Unfortunately, there’s no surefire way to prevent tearing during delivery—after all, the childbirth process is hard to predict and may unfold in ways you didn’t plan for. The good news is that there are some things you can do during pregnancy and labor to improve your odds.
What to do during pregnancy to prevent tears
Steps to help avoid tearing during birth should start in pregnancy. “Your skin needs adequate hydration and certain nutrients to maintain the elasticity and flexibility needed during birth,” says Mustalesk. “Make sure you’re consuming adequate amounts of water, Vitamin A, Vitamin C, Vitamin E and collagen.”
Another good exercise to prevent tearing during birth is perineal massage. This technique gently stretches the vaginal opening, making it more elastic and better able to fit around baby’s head at birth. Both experts cite perineal massage as a possible preventative measure, as it can help soften the vaginal tissue and improve its flexibility. Plus, some studies have also found that regular perineal massage during the final few weeks of pregnancy can reduce your risk for tearing during birth.
What to do during a vaginal birth to prevent tearing
While there’s only so much you can control during childbirth, both Mustaleski and Ross recommend controlling your pushes during labor. This lets the vagina stretch slowly and can help reduce the likelihood of tearing, Ross says. It’s also important to be mindful of your perineum (even when all you really want is just to get baby out). “When you start to feel that ring of fire, put your hand on your perineum to give yourself support where you feel you need it the most,” Mustaleski says. “This can help bring your mind back into the moment and give you the ability to ease your baby out while your perineum stretches.” Ross also recommends applying a warm compress to the perineum during the pushing phase of labor.
You’ll also want to pay attention to your birthing position. If possible, Mustaleski recommends avoiding being on your back or having your knees pulled out and up by your ears. “This makes your pelvic outlet smaller and tightens the perineal tissues, which means you have to push harder to get your baby out and you’re more likely to tear,” she explains. For quicker deliveries, Mustaleski suggests side-lying positions or giving birth on your hands and knees. “In general, keeping your knees closer together than your ankles gives more flexibility to the perineal skin and also opens the pelvic outlet, so you won’t have to push as hard, either.”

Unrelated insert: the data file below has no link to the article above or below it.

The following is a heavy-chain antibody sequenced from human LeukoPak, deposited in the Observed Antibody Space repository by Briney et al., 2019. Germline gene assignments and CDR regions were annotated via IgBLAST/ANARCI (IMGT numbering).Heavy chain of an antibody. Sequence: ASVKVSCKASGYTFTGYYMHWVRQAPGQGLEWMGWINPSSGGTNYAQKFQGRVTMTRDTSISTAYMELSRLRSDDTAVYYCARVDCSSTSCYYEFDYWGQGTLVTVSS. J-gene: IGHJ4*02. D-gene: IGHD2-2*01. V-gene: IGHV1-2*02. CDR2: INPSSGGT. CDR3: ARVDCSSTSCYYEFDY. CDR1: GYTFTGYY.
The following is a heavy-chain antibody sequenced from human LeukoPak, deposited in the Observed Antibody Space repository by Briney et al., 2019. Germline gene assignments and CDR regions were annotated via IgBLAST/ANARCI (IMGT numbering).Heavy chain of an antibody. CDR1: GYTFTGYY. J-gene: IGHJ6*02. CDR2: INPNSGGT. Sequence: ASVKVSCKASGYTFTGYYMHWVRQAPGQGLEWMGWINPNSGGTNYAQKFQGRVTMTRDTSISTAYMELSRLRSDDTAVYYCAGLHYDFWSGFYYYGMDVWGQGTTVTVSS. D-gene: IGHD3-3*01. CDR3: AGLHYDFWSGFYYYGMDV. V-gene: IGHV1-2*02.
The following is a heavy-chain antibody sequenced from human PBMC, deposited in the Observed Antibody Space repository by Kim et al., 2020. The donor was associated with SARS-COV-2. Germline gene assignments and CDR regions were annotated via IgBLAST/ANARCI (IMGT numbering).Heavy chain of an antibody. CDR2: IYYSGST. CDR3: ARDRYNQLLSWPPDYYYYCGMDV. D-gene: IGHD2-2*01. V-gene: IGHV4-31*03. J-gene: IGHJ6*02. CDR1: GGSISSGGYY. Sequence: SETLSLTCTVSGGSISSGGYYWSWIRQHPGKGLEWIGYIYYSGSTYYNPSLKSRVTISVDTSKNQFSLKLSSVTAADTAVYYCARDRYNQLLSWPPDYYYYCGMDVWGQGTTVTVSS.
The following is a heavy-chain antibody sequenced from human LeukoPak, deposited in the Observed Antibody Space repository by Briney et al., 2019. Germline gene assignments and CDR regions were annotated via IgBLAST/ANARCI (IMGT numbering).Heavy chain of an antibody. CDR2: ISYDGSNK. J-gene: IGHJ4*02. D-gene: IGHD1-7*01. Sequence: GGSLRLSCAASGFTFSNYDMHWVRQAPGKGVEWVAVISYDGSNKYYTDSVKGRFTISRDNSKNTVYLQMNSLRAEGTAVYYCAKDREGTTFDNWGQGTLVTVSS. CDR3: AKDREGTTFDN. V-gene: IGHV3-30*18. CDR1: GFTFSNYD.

There’s no sugarcoating the fact that recovery from a vaginal birth can be painful—and your level of pain will depend on how severe your tears are. The hard part of pushing baby out may be over, but it’ll take time for your body to get back up to speed. It may be difficult to use the bathroom during those first couple of weeks, and it will likely sting as you do. Both experts recommend the following at-home treatments to help with recovery and reduce swelling (regardless of how severe the tear is).
- Daily sitz baths with warm water
- Ibuprofen and stool softeners
- Peri bottle rinses with warm water
- Padsicles (Mustaleski says you can buy pre-made ones or make your own by squirting an organic cotton pad with witch hazel and clear aloe vera gel, and then placing it in the freezer.)
Arguably the most important aspect of postpartum recovery is rest. “Some people think that if they got sutures they don’t have to worry about taking it easy,” Mustaleski says. “But even with sutures, if you’re up and moving around, you can pull on that skin and make more work for your body to heal.”
Recovering from severe tears during birth
Wondering if you’ll need to stay longer at the hospital if you tore during birth? While every provider has their own protocols for postpartum care, usually, regardless of severity, tears don’t require a longer hospital stay after birth. Of course, your recovery time will be impacted by the severity of your tears. According to Ross, severe tears into the vagina and rectum can cause issues like pelvic floor dysfunction, prolapse, urinary incontinence, fecal incontinence, sexual dysfunction and pain with intercourse—but prioritizing your recovery and seeing a pelvic floor therapist after birth can help improve outcomes. “A pelvic floor PT is going to help you reconnect your mind and body and regain functional use of your pelvic floor muscles,” Mustaleski says. She recommends scheduling your first appointment around six weeks postpartum.
Ultimately, when it comes to tearing during birth, both the severity and recovery will depend largely on your individual childbirth experience. But take heart in knowing that your body will heal and be almost back to normal in due time. “The vagina is very resilient and will be close to ‘good as new’ within six to 10 weeks,” Ross says. “Until then, keep the vagina and perineum clean, use simple treatment options and sit down slowly so as not to disrupt the healing process.”
Please note: The Bump and the materials and information it contains are not intended to, and do not constitute, medical or other health advice or diagnosis and should not be used as such. You should always consult with a qualified physician or health professional about your specific circumstances.
Rebekah Mustaleski, CPM-TN, IBCLC, is a certified professional midwife specializing in evidence-based maternity care. She co-founded Roots & Wings Midwifery in Knoxville, Tennessee. Mustaleski received her bachelor’s degree in psychology from Centre College and worked as a doula and birth photographer prior to establishing Roots & Wings.
Sherry Ross, MD, is an ob-gyn, women’s sexual health expert and author of She-ology: The Definitive Guide to Women’s Intimate Health. Period. and She-ology, The She-quel. She earned her medical degree from New York Medical College.
American College of Obstetricians and Gynecologists, Ob-Gyns Can Prevent and Manage Obstetric Lacerations During Vaginal Delivery, Says New ACOG Practice Bulletin, June 2016